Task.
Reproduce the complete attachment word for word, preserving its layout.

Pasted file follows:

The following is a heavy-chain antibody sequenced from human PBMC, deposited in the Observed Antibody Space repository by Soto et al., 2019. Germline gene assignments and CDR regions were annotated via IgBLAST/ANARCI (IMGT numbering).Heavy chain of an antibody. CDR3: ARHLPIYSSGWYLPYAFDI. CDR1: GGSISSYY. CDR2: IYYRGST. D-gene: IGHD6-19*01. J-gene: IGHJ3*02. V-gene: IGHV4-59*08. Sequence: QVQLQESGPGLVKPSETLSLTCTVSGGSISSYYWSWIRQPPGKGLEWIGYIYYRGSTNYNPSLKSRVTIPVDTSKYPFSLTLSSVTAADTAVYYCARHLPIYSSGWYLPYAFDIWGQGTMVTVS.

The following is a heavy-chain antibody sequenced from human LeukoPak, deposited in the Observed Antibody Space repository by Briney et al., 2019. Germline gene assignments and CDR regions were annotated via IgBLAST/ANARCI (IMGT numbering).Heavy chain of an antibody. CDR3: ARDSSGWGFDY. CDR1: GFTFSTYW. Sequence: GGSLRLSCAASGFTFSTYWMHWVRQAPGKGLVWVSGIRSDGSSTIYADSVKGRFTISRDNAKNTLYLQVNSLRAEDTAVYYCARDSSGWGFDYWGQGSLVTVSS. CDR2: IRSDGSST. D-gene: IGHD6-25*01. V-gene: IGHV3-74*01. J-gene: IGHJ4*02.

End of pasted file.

The following is a heavy-chain antibody sequenced from human PBMC, deposited in the Observed Antibody Space repository by Soto et al., 2019. Germline gene assignments and CDR regions were annotated via IgBLAST/ANARCI (IMGT numbering).Heavy chain of an antibody. CDR3: ARHLPIYSSGWYLPYAFDI. CDR1: GGSISSYY. CDR2: IYYRGST. D-gene: IGHD6-19*01. J-gene: IGHJ3*02. V-gene: IGHV4-59*08. Sequence: QVQLQESGPGLVKPSETLSLTCTVSGGSISSYYWSWIRQPPGKGLEWIGYIYYRGSTNYNPSLKSRVTIPVDTSKYPFSLTLSSVTAADTAVYYCARHLPIYSSGWYLPYAFDIWGQGTMVTVS.

The following is a heavy-chain antibody sequenced from human LeukoPak, deposited in the Observed Antibody Space repository by Briney et al., 2019. Germline gene assignments and CDR regions were annotated via IgBLAST/ANARCI (IMGT numbering).Heavy chain of an antibody. CDR3: ARDSSGWGFDY. CDR1: GFTFSTYW. Sequence: GGSLRLSCAASGFTFSTYWMHWVRQAPGKGLVWVSGIRSDGSSTIYADSVKGRFTISRDNAKNTLYLQVNSLRAEDTAVYYCARDSSGWGFDYWGQGSLVTVSS. CDR2: IRSDGSST. D-gene: IGHD6-25*01. V-gene: IGHV3-74*01. J-gene: IGHJ4*02.